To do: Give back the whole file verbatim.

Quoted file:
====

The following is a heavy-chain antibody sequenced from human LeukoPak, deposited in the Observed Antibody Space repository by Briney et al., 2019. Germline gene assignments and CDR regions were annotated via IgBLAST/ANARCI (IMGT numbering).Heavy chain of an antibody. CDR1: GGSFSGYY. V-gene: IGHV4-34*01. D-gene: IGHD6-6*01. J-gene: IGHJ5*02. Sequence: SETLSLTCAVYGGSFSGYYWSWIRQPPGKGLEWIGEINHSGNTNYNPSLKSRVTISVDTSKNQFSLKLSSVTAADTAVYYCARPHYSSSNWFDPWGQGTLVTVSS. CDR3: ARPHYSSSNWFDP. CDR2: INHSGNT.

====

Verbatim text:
The following is a heavy-chain antibody sequenced from human LeukoPak, deposited in the Observed Antibody Space repository by Briney et al., 2019. Germline gene assignments and CDR regions were annotated via IgBLAST/ANARCI (IMGT numbering).Heavy chain of an antibody. CDR1: GGSFSGYY. V-gene: IGHV4-34*01. D-gene: IGHD6-6*01. J-gene: IGHJ5*02. Sequence: SETLSLTCAVYGGSFSGYYWSWIRQPPGKGLEWIGEINHSGNTNYNPSLKSRVTISVDTSKNQFSLKLSSVTAADTAVYYCARPHYSSSNWFDPWGQGTLVTVSS. CDR3: ARPHYSSSNWFDP. CDR2: INHSGNT.